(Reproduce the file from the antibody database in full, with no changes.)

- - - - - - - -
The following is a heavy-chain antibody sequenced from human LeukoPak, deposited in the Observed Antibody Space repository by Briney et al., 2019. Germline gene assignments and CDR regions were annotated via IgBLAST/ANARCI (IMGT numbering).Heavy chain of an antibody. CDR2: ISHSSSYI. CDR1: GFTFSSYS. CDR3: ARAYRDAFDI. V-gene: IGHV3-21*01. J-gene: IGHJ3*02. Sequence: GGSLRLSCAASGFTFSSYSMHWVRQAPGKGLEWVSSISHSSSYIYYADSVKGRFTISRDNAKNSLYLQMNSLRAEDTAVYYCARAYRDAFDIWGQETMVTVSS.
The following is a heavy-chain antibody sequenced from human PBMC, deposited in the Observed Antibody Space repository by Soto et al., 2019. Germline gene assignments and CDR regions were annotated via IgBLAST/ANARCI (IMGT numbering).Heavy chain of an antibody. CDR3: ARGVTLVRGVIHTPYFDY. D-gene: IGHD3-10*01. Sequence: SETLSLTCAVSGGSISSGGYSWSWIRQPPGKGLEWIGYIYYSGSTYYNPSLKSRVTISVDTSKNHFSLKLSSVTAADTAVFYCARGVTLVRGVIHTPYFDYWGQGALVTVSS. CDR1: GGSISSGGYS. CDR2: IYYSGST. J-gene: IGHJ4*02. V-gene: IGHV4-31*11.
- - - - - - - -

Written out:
The following is a heavy-chain antibody sequenced from human LeukoPak, deposited in the Observed Antibody Space repository by Briney et al., 2019. Germline gene assignments and CDR regions were annotated via IgBLAST/ANARCI (IMGT numbering).Heavy chain of an antibody. CDR2: ISHSSSYI. CDR1: GFTFSSYS. CDR3: ARAYRDAFDI. V-gene: IGHV3-21*01. J-gene: IGHJ3*02. Sequence: GGSLRLSCAASGFTFSSYSMHWVRQAPGKGLEWVSSISHSSSYIYYADSVKGRFTISRDNAKNSLYLQMNSLRAEDTAVYYCARAYRDAFDIWGQETMVTVSS.
The following is a heavy-chain antibody sequenced from human PBMC, deposited in the Observed Antibody Space repository by Soto et al., 2019. Germline gene assignments and CDR regions were annotated via IgBLAST/ANARCI (IMGT numbering).Heavy chain of an antibody. CDR3: ARGVTLVRGVIHTPYFDY. D-gene: IGHD3-10*01. Sequence: SETLSLTCAVSGGSISSGGYSWSWIRQPPGKGLEWIGYIYYSGSTYYNPSLKSRVTISVDTSKNHFSLKLSSVTAADTAVFYCARGVTLVRGVIHTPYFDYWGQGALVTVSS. CDR1: GGSISSGGYS. CDR2: IYYSGST. J-gene: IGHJ4*02. V-gene: IGHV4-31*11.